Professor Sutton's thought-provoking book is directed principally to the question: His answer, baldly stated, is that if they are made right they are helpful, but if they are made wrong they are misleading.
To live the complete Christian life through the cycle of conviction of sin, repentance, justification, sanctification, obedience, and hope is to experience the Decalogue in its fullness through Christ in the worship, preaching, and spiritual and moral witness in the community of believers and in the world.
This article traces the semantics of ?life? and ?vitality? in Carl Schmitt up to the 1930s. It shows that Schmitt deploys these vitalist elements against the modern ?spirit of technicity? in his attempt to combat the lack of substantial ideas in modern politics. However, Schmitt himself cannot escape a fundamental political relativism. There remains an unstable tension at the heart of his thought between the quest for substance and the quest for order. The latter is relativist because it is (...) a quest for order as such, any order. Although Schmitt's semantics of life and vitality is not drawn from a biological register, it adopted a völkisch meaning in 1933. Anti-Semitism becomes a form of life and racial homogeneity fills in for substance. The article concludes that, while there are good reasons for criticizing the modern ?spirit of technicity,? Schmitt's critical model is fundamentally flawed. (shrink)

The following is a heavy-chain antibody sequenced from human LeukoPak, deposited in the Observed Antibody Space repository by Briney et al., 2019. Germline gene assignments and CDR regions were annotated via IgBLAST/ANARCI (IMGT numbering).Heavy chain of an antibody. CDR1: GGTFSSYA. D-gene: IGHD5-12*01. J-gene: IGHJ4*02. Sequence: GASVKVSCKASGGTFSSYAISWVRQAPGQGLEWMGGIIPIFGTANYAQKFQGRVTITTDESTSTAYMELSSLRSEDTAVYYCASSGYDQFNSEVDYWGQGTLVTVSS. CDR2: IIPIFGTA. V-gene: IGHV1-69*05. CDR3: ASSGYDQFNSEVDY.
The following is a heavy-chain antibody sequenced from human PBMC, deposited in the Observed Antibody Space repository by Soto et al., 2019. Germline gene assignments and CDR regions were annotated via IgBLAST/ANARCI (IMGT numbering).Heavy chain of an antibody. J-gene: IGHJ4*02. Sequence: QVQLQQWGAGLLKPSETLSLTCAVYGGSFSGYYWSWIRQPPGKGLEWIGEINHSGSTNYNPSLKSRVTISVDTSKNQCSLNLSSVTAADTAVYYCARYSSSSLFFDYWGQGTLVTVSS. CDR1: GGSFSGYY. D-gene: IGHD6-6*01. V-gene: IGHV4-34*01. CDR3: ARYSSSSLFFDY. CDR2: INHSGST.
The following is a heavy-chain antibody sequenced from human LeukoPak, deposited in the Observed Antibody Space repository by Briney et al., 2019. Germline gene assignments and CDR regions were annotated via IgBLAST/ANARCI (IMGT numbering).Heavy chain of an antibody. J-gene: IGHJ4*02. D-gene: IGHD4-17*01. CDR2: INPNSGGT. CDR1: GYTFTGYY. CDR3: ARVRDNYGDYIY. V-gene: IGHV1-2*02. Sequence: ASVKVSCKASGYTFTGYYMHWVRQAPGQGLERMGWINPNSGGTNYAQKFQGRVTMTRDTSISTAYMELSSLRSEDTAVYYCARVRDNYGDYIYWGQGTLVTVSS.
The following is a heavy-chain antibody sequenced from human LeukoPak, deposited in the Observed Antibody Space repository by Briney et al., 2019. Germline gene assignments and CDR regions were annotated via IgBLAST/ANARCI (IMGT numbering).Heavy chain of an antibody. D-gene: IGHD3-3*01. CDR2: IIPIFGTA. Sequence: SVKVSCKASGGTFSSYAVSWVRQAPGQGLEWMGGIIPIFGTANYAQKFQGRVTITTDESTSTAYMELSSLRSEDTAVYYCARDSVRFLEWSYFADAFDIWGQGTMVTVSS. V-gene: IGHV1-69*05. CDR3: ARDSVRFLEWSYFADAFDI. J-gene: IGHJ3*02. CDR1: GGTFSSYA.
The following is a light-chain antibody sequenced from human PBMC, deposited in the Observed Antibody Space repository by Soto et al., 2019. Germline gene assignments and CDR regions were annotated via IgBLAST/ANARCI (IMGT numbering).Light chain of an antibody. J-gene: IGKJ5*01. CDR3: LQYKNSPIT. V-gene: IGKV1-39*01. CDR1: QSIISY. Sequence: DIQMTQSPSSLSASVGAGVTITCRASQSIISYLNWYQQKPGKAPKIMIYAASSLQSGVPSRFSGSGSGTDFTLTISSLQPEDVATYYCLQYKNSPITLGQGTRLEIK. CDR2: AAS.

According to Christian doctrine as formulated by the Council of Chalcedon (451), Christ is one person (one supposit, one hypostasis) existing in two natures (two essences), human and divine. The human and divine natures are not merged into a third nature, nor are they separated from one another in such a way that the divine nature goes with one person, namely, the Word of God, and the human nature with another person, namely, Jesus of Nazareth. The two natures belong (...) to just one person, and the one person has two distinct natures. Chalcedon‟s justly-famous formula brought the debate into sharper focus and ruled out certain options, but of course it did not bring the arguments to a complete end. More councils,more debates, and more questions were to follow, although the range of disagreement tended to narrow. In the medieval Latin West, Peter Lombard (†1160) identified in book III of the Sententiae three “opinions” on the topic, but by the middle of the thirteenth century, it was widely agreed that only one of them was orthodox teaching. This relative unity of thought provided the space within which more detailed issues could be debated, and one of the most interesting of these concerned existence (esse): how many existences are there in Christ? Since Christ is only one person, it might seem that he has only one existence. On the other hand, he has two natures, so perhaps instead he has more than one existence. In this one paper, my goal is rather modest. I discuss only a few of the relevant authors, and I focus primarily on which questions they were asking. I proceed as follows. I first look at Thomas Aquinas, whose remarks on these topics had such a large influence on the debate later in the thirteenth and fourteenth centuries. Crucial will be certain distinctions that Thomas makes, distinctions we can see as disambiguating the question we began with, namely, „How many existences are there in Christ?‟. After that I will look at how one of those distinctions makes its appearance in the writings of two post-Thomistic authors, Giles of Rome and Godfrey of Fontaines. (shrink)